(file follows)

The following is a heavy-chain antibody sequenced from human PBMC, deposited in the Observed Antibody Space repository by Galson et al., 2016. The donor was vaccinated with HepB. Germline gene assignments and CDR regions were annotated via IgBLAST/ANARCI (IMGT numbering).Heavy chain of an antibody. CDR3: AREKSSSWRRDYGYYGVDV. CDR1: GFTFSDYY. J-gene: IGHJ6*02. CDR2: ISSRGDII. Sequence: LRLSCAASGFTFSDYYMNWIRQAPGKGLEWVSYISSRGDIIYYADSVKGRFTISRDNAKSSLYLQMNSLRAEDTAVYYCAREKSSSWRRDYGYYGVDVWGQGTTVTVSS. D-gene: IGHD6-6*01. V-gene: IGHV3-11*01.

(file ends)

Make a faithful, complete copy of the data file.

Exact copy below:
The following is a heavy-chain antibody sequenced from human PBMC, deposited in the Observed Antibody Space repository by Galson et al., 2016. The donor was vaccinated with HepB. Germline gene assignments and CDR regions were annotated via IgBLAST/ANARCI (IMGT numbering).Heavy chain of an antibody. CDR3: AREKSSSWRRDYGYYGVDV. CDR1: GFTFSDYY. J-gene: IGHJ6*02. CDR2: ISSRGDII. Sequence: LRLSCAASGFTFSDYYMNWIRQAPGKGLEWVSYISSRGDIIYYADSVKGRFTISRDNAKSSLYLQMNSLRAEDTAVYYCAREKSSSWRRDYGYYGVDVWGQGTTVTVSS. D-gene: IGHD6-6*01. V-gene: IGHV3-11*01.